Suffering and Redemption

(Lenten Reflection from the 2010 Magnificat Lenten Companion)

We might call today's reading one of the "great reversals" in the teachings of Jesus Christ: "For whoever wishes to save his life will lose it." Others appear in later lenten Gospels, such as when we are reminded that true leaders act as servants. As Christians, we ought to take care to avoid becoming numb to the radical quality of these teachings. Lent helps us not to forget. Our smaller sacrifices help to prepare us for the greater human suffering involved in "living without" and "living for others". Lent reminds us that every human being will suffer, sometimes dramatically. Jesus adds that we need to learn to suffer "for his sake". This might easily require us today to face ridicule on account of sincerely believing or practicing our faith. It will also likely require that we learn to enter into the suffering of others as he did. There is a real glimpse of redemption when we do this. Because of Jesus, when we enter into solidarity with another's suffering, we experience another on of Christianity's great reversals: our suffering reminds us of our fundamentally shared humanity, and of the possibility of joy amidst it all, all because of the love of another person.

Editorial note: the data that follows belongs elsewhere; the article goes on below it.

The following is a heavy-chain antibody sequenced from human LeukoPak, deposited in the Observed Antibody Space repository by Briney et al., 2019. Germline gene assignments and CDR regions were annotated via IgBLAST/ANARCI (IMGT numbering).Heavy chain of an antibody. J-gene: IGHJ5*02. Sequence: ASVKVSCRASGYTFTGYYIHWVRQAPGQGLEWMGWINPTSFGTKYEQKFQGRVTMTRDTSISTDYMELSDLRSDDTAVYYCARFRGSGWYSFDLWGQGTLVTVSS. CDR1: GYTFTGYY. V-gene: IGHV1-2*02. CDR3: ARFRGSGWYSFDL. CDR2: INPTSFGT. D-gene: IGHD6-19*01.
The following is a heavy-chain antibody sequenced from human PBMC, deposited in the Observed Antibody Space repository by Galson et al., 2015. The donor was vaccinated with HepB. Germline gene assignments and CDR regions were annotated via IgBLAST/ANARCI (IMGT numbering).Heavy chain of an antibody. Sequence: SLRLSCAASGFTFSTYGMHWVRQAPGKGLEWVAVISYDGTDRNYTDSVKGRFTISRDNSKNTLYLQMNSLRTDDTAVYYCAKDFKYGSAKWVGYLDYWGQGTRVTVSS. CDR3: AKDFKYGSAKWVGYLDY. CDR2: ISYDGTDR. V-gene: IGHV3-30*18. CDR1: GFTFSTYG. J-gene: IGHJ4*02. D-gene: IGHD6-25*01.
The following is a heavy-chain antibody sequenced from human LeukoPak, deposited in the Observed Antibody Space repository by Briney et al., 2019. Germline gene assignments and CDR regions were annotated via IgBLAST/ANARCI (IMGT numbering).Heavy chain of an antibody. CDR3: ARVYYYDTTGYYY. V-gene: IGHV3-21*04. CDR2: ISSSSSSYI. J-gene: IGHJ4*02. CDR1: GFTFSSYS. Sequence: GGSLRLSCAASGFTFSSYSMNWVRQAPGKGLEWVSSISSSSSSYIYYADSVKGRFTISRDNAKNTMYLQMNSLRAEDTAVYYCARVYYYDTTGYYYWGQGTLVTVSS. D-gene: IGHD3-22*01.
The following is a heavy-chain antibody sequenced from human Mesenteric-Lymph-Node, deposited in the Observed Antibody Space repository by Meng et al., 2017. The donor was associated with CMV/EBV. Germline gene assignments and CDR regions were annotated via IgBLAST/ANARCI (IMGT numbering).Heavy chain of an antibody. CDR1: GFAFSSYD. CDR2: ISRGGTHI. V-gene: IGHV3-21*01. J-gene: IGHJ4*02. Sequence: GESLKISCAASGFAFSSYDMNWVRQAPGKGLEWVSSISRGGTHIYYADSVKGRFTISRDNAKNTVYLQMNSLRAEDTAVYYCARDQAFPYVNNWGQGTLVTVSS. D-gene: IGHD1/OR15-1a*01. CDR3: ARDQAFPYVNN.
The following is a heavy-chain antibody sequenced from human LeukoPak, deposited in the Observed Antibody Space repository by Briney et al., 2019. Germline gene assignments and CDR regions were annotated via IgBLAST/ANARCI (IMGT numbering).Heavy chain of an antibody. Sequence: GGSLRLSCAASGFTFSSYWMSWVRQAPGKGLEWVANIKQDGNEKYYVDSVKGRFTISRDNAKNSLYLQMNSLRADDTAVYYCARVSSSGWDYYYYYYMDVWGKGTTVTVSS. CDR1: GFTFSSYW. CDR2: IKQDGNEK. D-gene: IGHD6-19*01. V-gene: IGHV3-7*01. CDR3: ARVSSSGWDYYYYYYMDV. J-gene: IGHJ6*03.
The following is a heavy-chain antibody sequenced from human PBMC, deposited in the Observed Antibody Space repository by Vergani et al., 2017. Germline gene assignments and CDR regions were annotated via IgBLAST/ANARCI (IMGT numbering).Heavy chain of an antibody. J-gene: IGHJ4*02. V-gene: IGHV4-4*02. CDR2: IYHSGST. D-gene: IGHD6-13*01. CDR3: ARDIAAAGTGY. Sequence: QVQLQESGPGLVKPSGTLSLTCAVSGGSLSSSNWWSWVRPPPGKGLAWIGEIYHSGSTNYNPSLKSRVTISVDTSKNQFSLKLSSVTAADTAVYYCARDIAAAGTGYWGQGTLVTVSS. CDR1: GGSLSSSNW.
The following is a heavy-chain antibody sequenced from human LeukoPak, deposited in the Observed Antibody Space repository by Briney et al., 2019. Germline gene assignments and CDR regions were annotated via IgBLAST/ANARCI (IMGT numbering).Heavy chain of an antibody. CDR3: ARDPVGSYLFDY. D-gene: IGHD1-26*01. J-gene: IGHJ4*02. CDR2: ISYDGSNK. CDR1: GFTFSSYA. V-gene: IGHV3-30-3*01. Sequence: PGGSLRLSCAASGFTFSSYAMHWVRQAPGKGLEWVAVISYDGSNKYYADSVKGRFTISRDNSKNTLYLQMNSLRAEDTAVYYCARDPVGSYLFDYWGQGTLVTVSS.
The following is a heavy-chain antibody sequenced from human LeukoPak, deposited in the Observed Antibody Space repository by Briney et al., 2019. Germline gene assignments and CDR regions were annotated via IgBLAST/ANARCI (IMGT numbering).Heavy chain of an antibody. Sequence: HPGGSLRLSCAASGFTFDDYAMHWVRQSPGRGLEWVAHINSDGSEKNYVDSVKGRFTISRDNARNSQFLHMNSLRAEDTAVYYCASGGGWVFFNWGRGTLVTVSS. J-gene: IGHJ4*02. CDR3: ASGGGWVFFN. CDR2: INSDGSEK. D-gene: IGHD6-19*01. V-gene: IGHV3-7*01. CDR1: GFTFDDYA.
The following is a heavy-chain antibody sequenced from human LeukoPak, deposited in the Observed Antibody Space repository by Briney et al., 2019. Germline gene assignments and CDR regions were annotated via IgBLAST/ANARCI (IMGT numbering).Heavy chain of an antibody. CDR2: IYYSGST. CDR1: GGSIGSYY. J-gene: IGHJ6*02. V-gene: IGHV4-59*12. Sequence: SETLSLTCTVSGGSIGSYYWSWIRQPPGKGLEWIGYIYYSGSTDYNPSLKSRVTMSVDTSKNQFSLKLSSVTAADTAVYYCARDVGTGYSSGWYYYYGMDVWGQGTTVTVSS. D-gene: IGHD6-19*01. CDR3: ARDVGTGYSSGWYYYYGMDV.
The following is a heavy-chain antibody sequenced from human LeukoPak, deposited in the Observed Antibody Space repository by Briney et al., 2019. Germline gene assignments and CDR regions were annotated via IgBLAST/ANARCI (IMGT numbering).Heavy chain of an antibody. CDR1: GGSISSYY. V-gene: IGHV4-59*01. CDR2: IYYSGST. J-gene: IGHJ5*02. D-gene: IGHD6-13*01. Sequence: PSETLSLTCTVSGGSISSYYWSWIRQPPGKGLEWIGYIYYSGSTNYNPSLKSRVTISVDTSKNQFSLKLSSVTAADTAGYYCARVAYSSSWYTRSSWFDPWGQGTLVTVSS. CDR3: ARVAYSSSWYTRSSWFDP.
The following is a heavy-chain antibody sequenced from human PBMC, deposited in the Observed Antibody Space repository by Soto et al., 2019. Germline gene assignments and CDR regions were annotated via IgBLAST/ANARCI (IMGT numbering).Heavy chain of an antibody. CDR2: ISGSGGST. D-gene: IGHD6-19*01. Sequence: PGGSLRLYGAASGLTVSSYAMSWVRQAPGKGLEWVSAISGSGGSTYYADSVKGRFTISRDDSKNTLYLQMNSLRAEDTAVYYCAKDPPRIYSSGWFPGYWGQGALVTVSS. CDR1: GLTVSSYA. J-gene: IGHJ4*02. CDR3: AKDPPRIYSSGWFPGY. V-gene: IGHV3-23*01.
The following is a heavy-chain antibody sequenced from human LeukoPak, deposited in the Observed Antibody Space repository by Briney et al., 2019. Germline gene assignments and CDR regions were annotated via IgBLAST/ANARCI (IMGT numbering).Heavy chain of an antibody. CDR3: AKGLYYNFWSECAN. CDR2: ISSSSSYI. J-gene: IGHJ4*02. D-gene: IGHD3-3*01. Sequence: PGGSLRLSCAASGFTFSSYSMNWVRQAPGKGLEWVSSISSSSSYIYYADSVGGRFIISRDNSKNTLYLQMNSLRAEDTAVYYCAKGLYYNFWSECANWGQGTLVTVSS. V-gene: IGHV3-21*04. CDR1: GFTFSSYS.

Reflection based on Luke 9:22-25
Helen M. Alvare

Father, help me to face my own sufferings with peace,
and to enter into the suffering of others with real love and solidarity.

Today's suggested penance: Offer your day for the intention of another person whose name you keep in mind all day.